Most of today's digital cameras come equipped at purchase with a zoom lens. The benefit of the zoom lens is the ability to include or exclude details in the composition before taking the shot.
When using a fixed focal length lens (non-zoom) the content of the composition has to adjusted by moving in closer to or farther away from the subject.
Many years ago, before there were professional caliber zoom lenses, pros did their zooming in the darkroom. That process is called cropping, the exclusion of parts of the composition for visual effect.
If you spoke to pros who precede the era of good zoom lenses, they would tell you that they often worked with wider angle lenses because by cropping it gave them more compositional options when making the final photograph. It was like having a zoom lens—the original shot was wide angle and by cropping one could achieve a desired look by cropping away details. That technique is some thing every serious photographer should keep in mind.
Have you ever been in a situation where you were not sure what zoom setting would make the best shot? Of course you have been. The technique you need to employ in that situation is to shoot at the widest zoom setting to get the most in the frame. By cropping you can then take the time later to decide what looks best, and you will have the option of experimenting to get it right.
The photos in this blog entry's gallery demonstrate how that works. While all the photographs are different, they all are derived from one photograph, which is the first one in the series. It is a shot of Tom McKean, a professional colleague of mine. He and I decided to swap portraits: we photographed each other in our homes.
I selected an area in Tom's home where some of his photographs were displayed. I picked the spot because the horizontal line of photos and horizontal bench complimented each other and helped set up framing of the subject.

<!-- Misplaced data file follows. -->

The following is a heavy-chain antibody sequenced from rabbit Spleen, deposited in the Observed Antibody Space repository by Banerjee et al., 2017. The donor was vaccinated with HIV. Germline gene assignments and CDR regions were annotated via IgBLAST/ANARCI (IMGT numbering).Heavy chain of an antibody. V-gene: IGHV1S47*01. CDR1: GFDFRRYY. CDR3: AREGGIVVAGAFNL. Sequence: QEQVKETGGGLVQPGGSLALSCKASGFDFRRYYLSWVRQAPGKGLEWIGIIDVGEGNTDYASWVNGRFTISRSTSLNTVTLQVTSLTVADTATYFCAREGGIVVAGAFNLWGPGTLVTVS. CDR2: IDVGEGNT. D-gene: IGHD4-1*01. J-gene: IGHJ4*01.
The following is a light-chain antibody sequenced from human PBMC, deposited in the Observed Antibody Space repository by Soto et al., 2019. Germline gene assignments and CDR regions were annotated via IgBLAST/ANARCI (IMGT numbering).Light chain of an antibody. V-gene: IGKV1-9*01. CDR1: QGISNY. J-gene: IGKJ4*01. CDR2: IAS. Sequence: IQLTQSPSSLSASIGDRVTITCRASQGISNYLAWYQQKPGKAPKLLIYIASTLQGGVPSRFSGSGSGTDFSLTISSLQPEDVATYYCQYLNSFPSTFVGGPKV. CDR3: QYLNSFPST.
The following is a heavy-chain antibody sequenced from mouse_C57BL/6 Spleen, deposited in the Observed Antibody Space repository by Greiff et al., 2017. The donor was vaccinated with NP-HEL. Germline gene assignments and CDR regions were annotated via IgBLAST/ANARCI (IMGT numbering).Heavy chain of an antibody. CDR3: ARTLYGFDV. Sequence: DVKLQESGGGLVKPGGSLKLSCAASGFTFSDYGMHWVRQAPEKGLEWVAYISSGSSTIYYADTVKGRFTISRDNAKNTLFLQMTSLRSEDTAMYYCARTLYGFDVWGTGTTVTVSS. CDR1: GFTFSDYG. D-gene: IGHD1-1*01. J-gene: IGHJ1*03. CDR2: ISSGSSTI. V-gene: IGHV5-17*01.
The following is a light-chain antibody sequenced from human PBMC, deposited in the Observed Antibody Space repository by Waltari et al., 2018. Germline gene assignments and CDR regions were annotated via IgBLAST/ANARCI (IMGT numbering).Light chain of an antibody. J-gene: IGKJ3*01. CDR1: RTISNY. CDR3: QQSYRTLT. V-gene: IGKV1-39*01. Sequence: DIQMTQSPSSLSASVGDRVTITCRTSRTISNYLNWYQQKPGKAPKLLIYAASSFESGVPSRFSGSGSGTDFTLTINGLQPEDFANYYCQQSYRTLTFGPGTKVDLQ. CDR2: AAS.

The first photo in the gallery is the originally taken photograph. All the other photos are cropped versions of the original photograph. You will note that I have turned the original wide horizontal photo into a vertical, a square, and a less wide shot. The different compositions could have been done in camera at the time of the original sitting, but that would have taken an inordinate amount of time, and catching the best expression over an over again was unlikely. The solution was to shoot wide for the best expression and crop into different compositions.
This cropping technique does have its own demands. In the world of digital cameras we are confronted by the megapixel count of the cameras sensor. More megapixels means more detail captured in the image. A 3 megapixel camera could produce more than enough data quality for any photograph you see on Patch.com. So why do I shoot with cameras that have 16 megapixel sensors? The answer is simple. I can crop away more than half the original composition and still have more than enough megapixels for a quality result on websites like those of Patch.com. My high megapixel cameras allow me to achieve the results for which I would have needed to use longer focal length lenses to do otherwise.
Cropping is a feature of even the most basic of digital photograph processing software programs. It is a feature you should become acquainted with.